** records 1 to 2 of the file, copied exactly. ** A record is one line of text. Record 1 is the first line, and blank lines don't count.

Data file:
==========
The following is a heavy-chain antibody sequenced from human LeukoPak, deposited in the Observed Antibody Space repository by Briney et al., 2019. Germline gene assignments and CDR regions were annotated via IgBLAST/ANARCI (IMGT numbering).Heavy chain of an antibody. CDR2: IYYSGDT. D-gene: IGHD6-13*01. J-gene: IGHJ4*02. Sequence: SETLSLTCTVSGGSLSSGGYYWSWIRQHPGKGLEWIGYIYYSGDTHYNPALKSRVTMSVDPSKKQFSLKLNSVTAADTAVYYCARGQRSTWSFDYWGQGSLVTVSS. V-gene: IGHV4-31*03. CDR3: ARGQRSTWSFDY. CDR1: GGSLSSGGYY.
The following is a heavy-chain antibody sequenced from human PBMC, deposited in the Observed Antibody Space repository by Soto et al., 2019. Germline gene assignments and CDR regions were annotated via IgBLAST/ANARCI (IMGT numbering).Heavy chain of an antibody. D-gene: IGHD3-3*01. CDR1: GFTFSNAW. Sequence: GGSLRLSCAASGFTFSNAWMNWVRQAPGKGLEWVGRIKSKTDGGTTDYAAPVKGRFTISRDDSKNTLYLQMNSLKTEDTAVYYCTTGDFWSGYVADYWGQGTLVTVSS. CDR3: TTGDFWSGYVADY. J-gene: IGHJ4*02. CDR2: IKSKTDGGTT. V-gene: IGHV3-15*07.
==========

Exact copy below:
The following is a heavy-chain antibody sequenced from human LeukoPak, deposited in the Observed Antibody Space repository by Briney et al., 2019. Germline gene assignments and CDR regions were annotated via IgBLAST/ANARCI (IMGT numbering).Heavy chain of an antibody. CDR2: IYYSGDT. D-gene: IGHD6-13*01. J-gene: IGHJ4*02. Sequence: SETLSLTCTVSGGSLSSGGYYWSWIRQHPGKGLEWIGYIYYSGDTHYNPALKSRVTMSVDPSKKQFSLKLNSVTAADTAVYYCARGQRSTWSFDYWGQGSLVTVSS. V-gene: IGHV4-31*03. CDR3: ARGQRSTWSFDY. CDR1: GGSLSSGGYY.
The following is a heavy-chain antibody sequenced from human PBMC, deposited in the Observed Antibody Space repository by Soto et al., 2019. Germline gene assignments and CDR regions were annotated via IgBLAST/ANARCI (IMGT numbering).Heavy chain of an antibody. D-gene: IGHD3-3*01. CDR1: GFTFSNAW. Sequence: GGSLRLSCAASGFTFSNAWMNWVRQAPGKGLEWVGRIKSKTDGGTTDYAAPVKGRFTISRDDSKNTLYLQMNSLKTEDTAVYYCTTGDFWSGYVADYWGQGTLVTVSS. CDR3: TTGDFWSGYVADY. J-gene: IGHJ4*02. CDR2: IKSKTDGGTT. V-gene: IGHV3-15*07.